it's too late. we're trapped in this system of lunacy. the days of privacy are long past. cameras every where, electronic devices that can be tracked, traced and spied on, cars and phones and who knows what else with gps - we're all tagged, tracked and trailed where ever we go. it's only a matter of time before new born babies are injected with microscopic chips that can be used to track them through life before they're handed over to their mothers. it's an unnatural, artificial and fake world we're heading for, and i'm glad i won't be around when it reaches full fruition. it'll be a living night mare.
      Cardwell Family
      • 3 Years Ago
      Privacy is one thing, breaking the law is another; just drive within the legal speed limits and nothing will happen.
        nickpasq
        • 3 Years Ago
        @Cardwell Family
        Sorry, but speed limits are set artifically low solely for the purpose of revenue generation. If we were really concerned with safety we would worry a lot less about someone going 15 over in a 70 and a lot more on those driving like morons, running on bald tires, etc., or those impeeding traffic which cuases more accidents than speeding. We would also put some teeth into drivers ed. There is a reason people can run at 120+ in Germany and have a far lower acciednt rate, as just one example.
          hwtrendell
          • 3 Years Ago
          @nickpasq
          The autobahns in Germany are also engineered for those speeds as are the automobiles. The German cars sold in th US don't have the same specs as their counterparts sold in Germany. They don't have to be engineered to handle 140+ mph speeds. The curves on an autobahn are much less severe and are banked. If you are traveling at 140 in the 3rd lane and someone is coming up on you, you must pull over in enough time to let them pass without breaking; or you are subject to a ticket for obstructing traffic and creating an unsafe situation. Yes, they have less accidents; but when the do; they are spectacular, in the same way that when the deer destryrd the car from the inside in the movie, Tommy Boy, was: and, as Chris Farley said, "Sorry about your car, Richard: but that was AWESOME!!!".
      • 3 Years Ago
      If they start using the easy-pass system to monitor anything other than the payment of tolls i will probably stop usin g the pass.
        mezl
        • 3 Years Ago
        and how will you know when you're being monitored for any thing else? do you think they'll knock on your door for a friendly after noon of tea and talking to let you know what they're up to?
      firenewt
      • 3 Years Ago
      Being disabled with deterioating health doesn't seem so bad - I'll be dead before the police state takeover is complete..
      • 3 Years Ago
      My daughter turned 16 last month and there was just no way we could afford to add her to our existing car insurance policy. I started shopping around for new car insurance and found this site: ( http://tinyurl.com/FreeRateReport ) I just put in my ZIP code and received four quotes instantly after filling out the form. By comparing rates we were actually able to include my daughter in our new policy and not pay anymore per month for car insurance than we were originally paying for just me and my wife!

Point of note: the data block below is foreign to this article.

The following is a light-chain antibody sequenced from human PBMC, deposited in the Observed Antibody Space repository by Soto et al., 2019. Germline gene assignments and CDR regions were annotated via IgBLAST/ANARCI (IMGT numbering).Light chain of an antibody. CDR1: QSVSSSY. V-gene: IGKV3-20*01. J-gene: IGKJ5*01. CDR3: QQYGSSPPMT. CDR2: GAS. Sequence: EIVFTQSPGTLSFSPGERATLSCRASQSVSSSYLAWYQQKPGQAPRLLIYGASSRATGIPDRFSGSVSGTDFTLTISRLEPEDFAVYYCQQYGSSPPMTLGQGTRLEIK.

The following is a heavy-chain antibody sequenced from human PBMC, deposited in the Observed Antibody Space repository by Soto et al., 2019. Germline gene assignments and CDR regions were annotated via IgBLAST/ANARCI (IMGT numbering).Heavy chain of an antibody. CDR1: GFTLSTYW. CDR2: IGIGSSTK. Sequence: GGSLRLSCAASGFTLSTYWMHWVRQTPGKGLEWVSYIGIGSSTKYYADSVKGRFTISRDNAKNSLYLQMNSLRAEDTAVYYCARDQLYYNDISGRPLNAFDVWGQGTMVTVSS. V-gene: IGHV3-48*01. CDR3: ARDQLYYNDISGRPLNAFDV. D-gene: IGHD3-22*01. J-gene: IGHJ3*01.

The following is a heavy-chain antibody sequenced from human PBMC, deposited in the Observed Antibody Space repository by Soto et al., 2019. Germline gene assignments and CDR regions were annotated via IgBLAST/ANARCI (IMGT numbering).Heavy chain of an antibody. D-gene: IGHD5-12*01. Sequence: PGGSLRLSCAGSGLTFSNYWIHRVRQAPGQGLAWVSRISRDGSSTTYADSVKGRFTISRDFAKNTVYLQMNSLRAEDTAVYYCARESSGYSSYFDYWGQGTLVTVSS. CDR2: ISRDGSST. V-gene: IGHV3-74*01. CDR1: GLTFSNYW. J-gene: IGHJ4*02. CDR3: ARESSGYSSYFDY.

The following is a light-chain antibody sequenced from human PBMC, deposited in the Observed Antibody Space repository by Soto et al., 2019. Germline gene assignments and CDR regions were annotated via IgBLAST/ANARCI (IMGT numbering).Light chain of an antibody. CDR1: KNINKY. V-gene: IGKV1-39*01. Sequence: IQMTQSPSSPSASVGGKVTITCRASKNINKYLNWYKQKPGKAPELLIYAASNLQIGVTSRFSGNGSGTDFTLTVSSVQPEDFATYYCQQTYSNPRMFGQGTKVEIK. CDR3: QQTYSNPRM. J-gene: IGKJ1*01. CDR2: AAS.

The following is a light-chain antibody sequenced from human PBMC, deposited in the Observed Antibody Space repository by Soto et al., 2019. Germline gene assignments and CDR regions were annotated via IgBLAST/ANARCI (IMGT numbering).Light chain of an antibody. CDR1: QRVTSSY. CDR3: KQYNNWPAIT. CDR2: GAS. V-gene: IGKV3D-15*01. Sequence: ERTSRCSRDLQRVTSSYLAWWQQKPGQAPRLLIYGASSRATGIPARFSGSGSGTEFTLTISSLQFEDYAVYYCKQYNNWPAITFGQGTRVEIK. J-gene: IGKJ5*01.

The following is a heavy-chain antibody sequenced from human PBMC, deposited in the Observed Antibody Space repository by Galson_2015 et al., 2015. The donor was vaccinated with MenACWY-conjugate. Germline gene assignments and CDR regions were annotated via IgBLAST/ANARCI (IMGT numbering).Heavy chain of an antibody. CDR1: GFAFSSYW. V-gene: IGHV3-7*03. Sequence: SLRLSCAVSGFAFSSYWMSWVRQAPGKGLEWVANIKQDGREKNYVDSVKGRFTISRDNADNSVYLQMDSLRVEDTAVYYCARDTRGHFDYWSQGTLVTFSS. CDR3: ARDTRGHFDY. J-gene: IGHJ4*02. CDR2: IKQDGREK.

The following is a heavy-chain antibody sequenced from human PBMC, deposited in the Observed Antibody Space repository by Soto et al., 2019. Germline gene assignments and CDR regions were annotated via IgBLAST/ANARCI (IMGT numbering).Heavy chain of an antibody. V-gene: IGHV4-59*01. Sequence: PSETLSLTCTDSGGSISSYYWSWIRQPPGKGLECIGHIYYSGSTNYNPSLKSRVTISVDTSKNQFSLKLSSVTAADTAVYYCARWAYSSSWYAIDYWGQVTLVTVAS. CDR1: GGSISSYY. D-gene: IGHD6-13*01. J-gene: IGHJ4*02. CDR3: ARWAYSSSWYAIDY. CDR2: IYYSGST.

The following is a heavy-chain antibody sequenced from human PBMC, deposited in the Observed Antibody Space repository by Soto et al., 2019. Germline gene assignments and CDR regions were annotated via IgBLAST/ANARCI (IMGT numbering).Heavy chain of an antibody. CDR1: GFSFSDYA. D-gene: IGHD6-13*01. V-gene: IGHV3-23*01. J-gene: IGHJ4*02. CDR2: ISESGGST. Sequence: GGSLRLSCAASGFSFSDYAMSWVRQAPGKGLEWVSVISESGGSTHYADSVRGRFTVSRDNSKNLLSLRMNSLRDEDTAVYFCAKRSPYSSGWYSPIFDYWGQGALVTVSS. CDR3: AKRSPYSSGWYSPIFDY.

steveray3rd
      • 3 Years Ago
      no sh@t, this has been known.....and if you dont use ezpass or ipass, they'll charge you twice as much through every toll. they got you either way. Big Brother whether you like it or not. Only took 200+ yrs to loose our country.
      • 3 Years Ago
      I believe that there is great potential for the government authorities to feel entitled to use/abuse these types of devices for monetary gain. It wouldn't be a very "free" feeling, even if you're not doing anything wrong, like driving in front of a police vehicle -- if an officer follows you long enough, he could come up with something to cite you for, and if money is the motivator, watch out. About three weeks ago, a woman in Wash. DC had her phone "legally" confiscated by the police for videotaping a struggle between the police and someone they were apprehending in Chinatown; she received her phone back 5 days later, with the video deleted from her phone, because it was considered "police evidence." If you would like to circumvent the authorities confiscating videos of possible police brutality or unethical behavior, sign up for a service called CLOUD, I don't know the specifics, but it essentially live-streams the video from your phone to the internet in real-time, and it should be implemented so abuse of authority and/or police brutality can't be covered -up.
      teampdf
      • 3 Years Ago
      sure, go ahead boneheads, keep using face book - twit'r, etc..... isn't it great? NOT. For every 1 precieved (and the key word is "PRECIEVED") "isn't it great" benifit to you all this "social" and "everyday" technology is ..... I can point out numerous, and vastly out numbering governmental tracking, loss of freedoms, and general subversive use that could actually one day be used to arrest people who "buck the accpted system" in just about any manner any government or agency of the govt. chooses to declair someone is doing anything wrong or socially unacceptable ..... think that's not going to happen??? then you are already the perfect accepting subject - By the time the unsuspecting or doubters catch on ....... well it's way to late and the train has long, long left the station .... and the pedal is already to the metal as we post
      • 3 Years Ago
      ..................................................................It's none of your phoken business!
      • 3 Years Ago
      What article does not mention and what is greatest abuse of this system is that EZPass system have allowed both private corporation and later NYC administration access to the system so that both third commercial parties and NYC have installed their own EZPass readers along NYC roads NOT for the purpose of the toll payments but specifically for tracking the traffic. Without asking people who pay for this service for their permission. Clear abuse.
      cvxsefcew
      • 3 Years Ago
      'ebibiz" "com t s h i r t s -12 s h o e s -35 b i k i n i -17 'ebibiz" com